Lafayette’s police chief told a council committee on Wednesday that his decision to withdraw from a multi-agency drug task force stemmed from a number of reasons, including the task force’s unwillingness to try different investigative techniques and his opinion that it "adds a layer of bureaucracy that tends to get in the way."
Chief Toby Aguillard met with members of the Police-Council Liaison committee after news broke last week that he decided to withdraw from the Lafayette Parish Metro Narcotics Task Force.
Committee member Bruce Conque, who represents District 6, said they felt "blindsided by this."
Conque, along with committee members Kenneth Boudreaux, District 4, and Jay Castille, District 2, stressed to the chief the importance of communicating such major changes to the council before they make the news.
Aguillard said he discussed it with the mayor on "several occasions," but he expected to have time to iron out the details with Sheriff Mark Garber before it became public.
"I did not come to you guys because, frankly, I didn’t anticipate this being in the news right away. And I thought I had time and for that, I apologize to all of you," Aguillard said.
Lafayette Police has 10 officers in the task force and the sheriff has 8 deputies.
Although Aguillard’s decision to withdraw from Metro Narcotics does not need council approval, council members say they should have gotten a heads-up.
Aguillard defended his decision. He said police departments, both locally and around the country, routinely cooperate on investigations without issue. And he said main reason he decided to withdraw is to focus on city enforcement and community policing, as well as to help address "shortage in manpower" in the department.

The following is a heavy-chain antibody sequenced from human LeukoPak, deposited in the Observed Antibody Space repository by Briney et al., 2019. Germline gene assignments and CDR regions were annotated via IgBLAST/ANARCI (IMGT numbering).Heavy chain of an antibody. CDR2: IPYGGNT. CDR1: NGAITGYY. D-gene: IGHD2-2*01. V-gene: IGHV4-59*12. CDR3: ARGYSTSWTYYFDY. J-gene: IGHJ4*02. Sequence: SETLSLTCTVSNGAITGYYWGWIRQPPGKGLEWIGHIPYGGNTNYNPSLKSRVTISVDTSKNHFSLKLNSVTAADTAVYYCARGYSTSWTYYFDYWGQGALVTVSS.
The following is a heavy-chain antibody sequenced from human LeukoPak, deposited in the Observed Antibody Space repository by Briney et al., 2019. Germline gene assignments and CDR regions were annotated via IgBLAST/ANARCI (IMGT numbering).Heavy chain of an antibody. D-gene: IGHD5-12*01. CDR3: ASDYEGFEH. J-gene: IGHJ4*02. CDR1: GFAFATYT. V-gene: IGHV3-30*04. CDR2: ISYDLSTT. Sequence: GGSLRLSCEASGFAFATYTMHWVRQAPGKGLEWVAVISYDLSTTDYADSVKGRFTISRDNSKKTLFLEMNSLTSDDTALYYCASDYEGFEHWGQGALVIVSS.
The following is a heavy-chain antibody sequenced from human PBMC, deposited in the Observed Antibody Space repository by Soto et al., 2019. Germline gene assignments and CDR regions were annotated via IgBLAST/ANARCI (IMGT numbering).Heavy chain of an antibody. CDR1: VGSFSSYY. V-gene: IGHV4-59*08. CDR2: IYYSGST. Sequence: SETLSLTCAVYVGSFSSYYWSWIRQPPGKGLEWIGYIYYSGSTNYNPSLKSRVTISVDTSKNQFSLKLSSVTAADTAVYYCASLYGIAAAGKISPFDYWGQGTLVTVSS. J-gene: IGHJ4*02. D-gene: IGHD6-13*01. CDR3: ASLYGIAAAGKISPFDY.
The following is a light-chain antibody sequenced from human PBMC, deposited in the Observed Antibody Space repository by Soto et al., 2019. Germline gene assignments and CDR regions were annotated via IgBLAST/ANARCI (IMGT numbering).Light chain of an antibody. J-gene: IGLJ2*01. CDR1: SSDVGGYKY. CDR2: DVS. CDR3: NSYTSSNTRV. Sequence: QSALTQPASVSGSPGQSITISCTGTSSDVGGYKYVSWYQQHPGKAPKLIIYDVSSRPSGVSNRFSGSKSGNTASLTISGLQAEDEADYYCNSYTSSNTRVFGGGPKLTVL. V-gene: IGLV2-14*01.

He said the costs to participate in task force also have increased throughout the years.
Under former Sheriff Mike Neustrom, the police department was relieved of a financial obligation that amounted to about $35,000 a year, Aguillard said. Under Garber’s administration, Aguillard said the cost increased to around $130,000 and included a second insurance policy for the officers involved.
He also said he wanted to investigate drug crimes in a different way, but the task force disagreed — even though one police department-led drug investigation led to the largest cocaine bust in Lafayette’s history.
Aguillard added that he wanted the task force to be involved in homicide investigations in drug overdose deaths, but he said the task force — "mainly the sheriff" — shot down the idea.
So he had to make a decision to allow the contract to expire before the new fiscal year.
Conque questioned whether these disagreements — which come just after disagreements on how to implement a parish-wide school resource-officer program — indicate a rift in "the relationships that exist or don’t exist between the PD and LPSO."
"It just happened this way," Aguillard said.
He said he expects to continue to have a positive working relationship with Garber — he said they expect to make an annual tradition of riding motorcycles together during Mardi Gras — but that Garber is "going to come around to acknowledging that I have a point of view as well, and that it’s legitimate."